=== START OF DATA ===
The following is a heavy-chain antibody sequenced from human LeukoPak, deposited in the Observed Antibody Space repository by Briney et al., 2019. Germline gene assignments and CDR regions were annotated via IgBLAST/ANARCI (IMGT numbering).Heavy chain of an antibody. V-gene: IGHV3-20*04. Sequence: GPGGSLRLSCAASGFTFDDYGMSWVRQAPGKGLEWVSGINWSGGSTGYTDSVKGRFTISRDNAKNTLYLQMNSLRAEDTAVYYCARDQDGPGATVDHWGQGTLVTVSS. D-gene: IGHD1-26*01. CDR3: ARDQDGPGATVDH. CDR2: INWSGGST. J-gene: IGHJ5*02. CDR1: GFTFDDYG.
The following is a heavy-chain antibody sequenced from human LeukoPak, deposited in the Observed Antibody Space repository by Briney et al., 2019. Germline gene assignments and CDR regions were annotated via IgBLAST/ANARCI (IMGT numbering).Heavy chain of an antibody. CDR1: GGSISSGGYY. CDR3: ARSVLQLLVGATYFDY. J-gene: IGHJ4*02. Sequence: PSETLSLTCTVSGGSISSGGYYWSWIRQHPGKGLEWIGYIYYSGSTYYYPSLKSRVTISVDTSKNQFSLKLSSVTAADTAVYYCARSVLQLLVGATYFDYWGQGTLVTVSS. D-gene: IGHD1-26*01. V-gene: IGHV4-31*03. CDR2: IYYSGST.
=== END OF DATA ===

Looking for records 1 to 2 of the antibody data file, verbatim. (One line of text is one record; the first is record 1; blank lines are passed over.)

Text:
The following is a heavy-chain antibody sequenced from human LeukoPak, deposited in the Observed Antibody Space repository by Briney et al., 2019. Germline gene assignments and CDR regions were annotated via IgBLAST/ANARCI (IMGT numbering).Heavy chain of an antibody. V-gene: IGHV3-20*04. Sequence: GPGGSLRLSCAASGFTFDDYGMSWVRQAPGKGLEWVSGINWSGGSTGYTDSVKGRFTISRDNAKNTLYLQMNSLRAEDTAVYYCARDQDGPGATVDHWGQGTLVTVSS. D-gene: IGHD1-26*01. CDR3: ARDQDGPGATVDH. CDR2: INWSGGST. J-gene: IGHJ5*02. CDR1: GFTFDDYG.
The following is a heavy-chain antibody sequenced from human LeukoPak, deposited in the Observed Antibody Space repository by Briney et al., 2019. Germline gene assignments and CDR regions were annotated via IgBLAST/ANARCI (IMGT numbering).Heavy chain of an antibody. CDR1: GGSISSGGYY. CDR3: ARSVLQLLVGATYFDY. J-gene: IGHJ4*02. Sequence: PSETLSLTCTVSGGSISSGGYYWSWIRQHPGKGLEWIGYIYYSGSTYYYPSLKSRVTISVDTSKNQFSLKLSSVTAADTAVYYCARSVLQLLVGATYFDYWGQGTLVTVSS. D-gene: IGHD1-26*01. V-gene: IGHV4-31*03. CDR2: IYYSGST.